Aye, and Gomorrah is a short story first published in Harlan Ellison's seminal 1967 anthology Dangerous Visions, and won the 1967 Nebula Award for best short story. It is narrated by a castrated space explorer, and revolves around how he and his kind are fetishized by people back on Earth called ‘frelks’. Aye, and Gomorrah is one of many remarkably interesting and unusual fictions that Delaney has used to tackle a wide breadth of issues: class, memory, language, sexuality, perception, race; all with an intellect and originality still not available in mainstream writing. Delany was born in Harlem, New York and has identified as gay since adolescence. He has written about his experiences with racism, homophobia, and the difficulties of succeeding as a Black and gay writer in a genre commonly dominated by heteronormative white writers and narratives in his numerous essays.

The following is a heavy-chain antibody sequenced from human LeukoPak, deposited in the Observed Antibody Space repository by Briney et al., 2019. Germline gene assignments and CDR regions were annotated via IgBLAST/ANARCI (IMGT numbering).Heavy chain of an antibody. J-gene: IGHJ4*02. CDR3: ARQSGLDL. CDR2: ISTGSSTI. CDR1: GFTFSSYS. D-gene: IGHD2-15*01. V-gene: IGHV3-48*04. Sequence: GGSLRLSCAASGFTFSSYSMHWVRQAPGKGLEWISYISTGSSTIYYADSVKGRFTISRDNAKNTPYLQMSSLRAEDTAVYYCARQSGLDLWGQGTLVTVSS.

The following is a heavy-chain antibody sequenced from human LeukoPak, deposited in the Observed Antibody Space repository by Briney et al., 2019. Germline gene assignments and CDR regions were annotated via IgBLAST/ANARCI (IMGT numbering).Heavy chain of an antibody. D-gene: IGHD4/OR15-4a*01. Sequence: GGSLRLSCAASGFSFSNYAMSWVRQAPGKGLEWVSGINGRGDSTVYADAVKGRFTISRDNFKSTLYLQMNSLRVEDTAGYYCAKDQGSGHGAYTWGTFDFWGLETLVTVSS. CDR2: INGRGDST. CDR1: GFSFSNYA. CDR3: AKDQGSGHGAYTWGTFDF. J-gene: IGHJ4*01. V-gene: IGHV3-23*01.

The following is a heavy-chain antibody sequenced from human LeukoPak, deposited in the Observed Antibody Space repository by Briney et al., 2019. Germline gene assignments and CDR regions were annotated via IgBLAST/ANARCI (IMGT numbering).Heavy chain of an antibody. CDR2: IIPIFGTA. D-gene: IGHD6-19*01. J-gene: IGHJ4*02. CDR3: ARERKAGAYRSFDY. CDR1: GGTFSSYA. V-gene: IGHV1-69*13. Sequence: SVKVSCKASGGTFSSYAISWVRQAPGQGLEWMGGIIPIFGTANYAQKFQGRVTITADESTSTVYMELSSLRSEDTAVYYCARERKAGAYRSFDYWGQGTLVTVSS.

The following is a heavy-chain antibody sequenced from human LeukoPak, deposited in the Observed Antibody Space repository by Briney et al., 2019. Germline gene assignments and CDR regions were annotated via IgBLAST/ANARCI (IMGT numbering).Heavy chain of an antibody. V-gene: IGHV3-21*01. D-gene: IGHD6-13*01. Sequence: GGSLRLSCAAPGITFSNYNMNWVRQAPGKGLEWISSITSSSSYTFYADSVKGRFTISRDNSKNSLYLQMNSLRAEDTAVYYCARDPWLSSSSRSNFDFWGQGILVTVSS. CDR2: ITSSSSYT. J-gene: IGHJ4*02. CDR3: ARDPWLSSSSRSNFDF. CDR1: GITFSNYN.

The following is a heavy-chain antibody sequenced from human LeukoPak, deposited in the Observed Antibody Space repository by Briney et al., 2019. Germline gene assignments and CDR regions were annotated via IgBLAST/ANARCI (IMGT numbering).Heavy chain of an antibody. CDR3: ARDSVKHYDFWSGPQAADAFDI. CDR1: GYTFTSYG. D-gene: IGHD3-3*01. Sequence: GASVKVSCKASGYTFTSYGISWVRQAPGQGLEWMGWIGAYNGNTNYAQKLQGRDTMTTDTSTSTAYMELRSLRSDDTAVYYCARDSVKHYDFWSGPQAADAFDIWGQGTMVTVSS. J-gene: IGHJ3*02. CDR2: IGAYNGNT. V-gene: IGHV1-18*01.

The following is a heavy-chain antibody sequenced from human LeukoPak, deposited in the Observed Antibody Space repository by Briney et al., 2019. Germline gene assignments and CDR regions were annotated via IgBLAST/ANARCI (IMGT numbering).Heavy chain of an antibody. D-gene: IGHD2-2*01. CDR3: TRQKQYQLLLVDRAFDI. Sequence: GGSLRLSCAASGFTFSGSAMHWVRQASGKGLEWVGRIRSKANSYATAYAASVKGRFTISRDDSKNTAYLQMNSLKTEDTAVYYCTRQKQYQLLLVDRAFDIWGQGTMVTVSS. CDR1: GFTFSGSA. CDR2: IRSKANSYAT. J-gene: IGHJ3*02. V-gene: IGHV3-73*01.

Unfortunately, he is often left out of established lists of “Great Science Fiction Writers” because of the highly sexual nature of his stories, but I think readers may find that through the explicitly erotic and alien, he creates characters and experiences universally human.
I first came across the works of Samuel Delany while researching the New Wave literary movement of the 1960s. Many strange and beautiful things were written in the ever-evolving genre of science fiction at the time, but the works of Samuel Delany are some of the most profound, bizarre, and commemorated.
Recommended by Alea Baker, Library Customer Service Officer (Special Collections)